The Pitfalls of Over-Investing

There are several financial risks associated with over-investing.

By spending more on an asset than its true market value, individuals inadvertently waste money on something they would not normally purchase.

This excess consumption results in over-investing by over-consuming.

Moreover, over-investing can have long-term financial implications.

For instance, homeowners who over-invest in their property may struggle to recoup their investment when it comes time to sell, as the neighborhood effect/comparable property valuations may prevent them from realizing the desired return.

Similarly, individuals who over-invest in a vehicle may find themselves unable to recoup the funds spent on repairs and upgrades when they eventually sell or trade the car.


How Do I Know If I’m Over-Investing?

The purpose of an investment is to at least preserve the owner’s purchasing power over time. So after-inflation returns are most important.

Take the returns you’re getting on an asset. Now compare them to the sum of the rate of inflation and the costs being invested into an asset as a percentage of its nominal value.

If you receive income from the asset, take that into account as well.

For example, take an example case of a homeowner:

  • Their nominal annual returns are 3% per year.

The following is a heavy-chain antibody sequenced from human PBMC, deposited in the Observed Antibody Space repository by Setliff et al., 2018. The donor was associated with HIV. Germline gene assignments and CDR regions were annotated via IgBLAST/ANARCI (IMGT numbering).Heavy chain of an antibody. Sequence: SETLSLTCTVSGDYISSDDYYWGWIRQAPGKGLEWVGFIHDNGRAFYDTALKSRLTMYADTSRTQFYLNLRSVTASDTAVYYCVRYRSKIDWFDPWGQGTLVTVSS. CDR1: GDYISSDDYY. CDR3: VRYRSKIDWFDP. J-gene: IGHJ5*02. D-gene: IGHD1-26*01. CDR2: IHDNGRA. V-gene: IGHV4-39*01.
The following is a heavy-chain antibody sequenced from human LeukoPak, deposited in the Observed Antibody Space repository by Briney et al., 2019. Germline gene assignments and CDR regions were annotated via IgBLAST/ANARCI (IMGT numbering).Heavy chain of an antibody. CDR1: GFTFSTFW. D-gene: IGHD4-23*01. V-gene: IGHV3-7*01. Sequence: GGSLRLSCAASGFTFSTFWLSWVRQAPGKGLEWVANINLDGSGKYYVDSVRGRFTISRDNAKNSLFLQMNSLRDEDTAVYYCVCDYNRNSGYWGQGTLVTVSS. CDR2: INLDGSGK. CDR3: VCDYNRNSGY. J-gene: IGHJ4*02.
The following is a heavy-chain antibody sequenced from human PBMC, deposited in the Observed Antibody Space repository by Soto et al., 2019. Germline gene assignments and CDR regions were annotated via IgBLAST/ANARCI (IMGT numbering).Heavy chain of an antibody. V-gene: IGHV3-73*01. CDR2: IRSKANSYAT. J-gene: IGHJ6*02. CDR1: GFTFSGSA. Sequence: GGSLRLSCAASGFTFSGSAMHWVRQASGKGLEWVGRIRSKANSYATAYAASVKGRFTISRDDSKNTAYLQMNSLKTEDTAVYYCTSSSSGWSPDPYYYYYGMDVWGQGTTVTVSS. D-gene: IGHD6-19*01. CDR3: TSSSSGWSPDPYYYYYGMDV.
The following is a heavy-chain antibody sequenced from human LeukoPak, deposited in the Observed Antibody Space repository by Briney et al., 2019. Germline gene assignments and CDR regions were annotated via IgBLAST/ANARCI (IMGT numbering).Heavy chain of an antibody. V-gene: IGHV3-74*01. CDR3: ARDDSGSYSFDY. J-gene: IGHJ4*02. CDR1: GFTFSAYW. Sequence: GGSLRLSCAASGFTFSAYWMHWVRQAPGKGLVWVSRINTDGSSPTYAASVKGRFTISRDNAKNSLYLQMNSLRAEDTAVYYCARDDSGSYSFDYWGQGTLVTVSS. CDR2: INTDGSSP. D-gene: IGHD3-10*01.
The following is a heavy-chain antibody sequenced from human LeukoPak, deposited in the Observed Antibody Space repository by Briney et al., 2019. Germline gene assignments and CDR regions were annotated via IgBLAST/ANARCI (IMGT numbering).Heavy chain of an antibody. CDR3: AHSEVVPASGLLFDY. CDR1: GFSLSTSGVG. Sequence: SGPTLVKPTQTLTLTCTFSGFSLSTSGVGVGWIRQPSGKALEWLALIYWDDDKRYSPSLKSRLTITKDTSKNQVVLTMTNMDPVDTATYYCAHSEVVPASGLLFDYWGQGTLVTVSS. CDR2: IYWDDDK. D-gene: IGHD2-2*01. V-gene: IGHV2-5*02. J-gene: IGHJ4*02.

• The long-run inflation rate is about 3%.
  • Their operating and all-in costs (maintenance, repairs, taxes, insurance, etc.) on an annual basis are 5% of the notional value of the home (e.g., $25,000 on a $500,000 home). They get 1% of that back from tax breaks.
  • They receive no income from their home.

From this: +3% – 3% – 5% + 1% = -4%

This is the loss accrued.

Some look at the +3% and think that’s their returns and may mistakenly think that they’re “investing” when they’re putting more in than they’re getting out.

The real value in this situation is in living in the home.



The general idea of this article is to not confuse investing with consumption.

To avoid the pitfalls of over-investing, it’s important for individuals to distinguish between consumption and investment when making financial decisions.

Understanding the true market value of an asset and weighing the costs and benefits of improvements or upgrades can help prevent the negative financial consequences associated with over-investing.

By making informed decisions and exercising caution, individuals can maximize the return on their investments and avoid falling into the over-investing trap.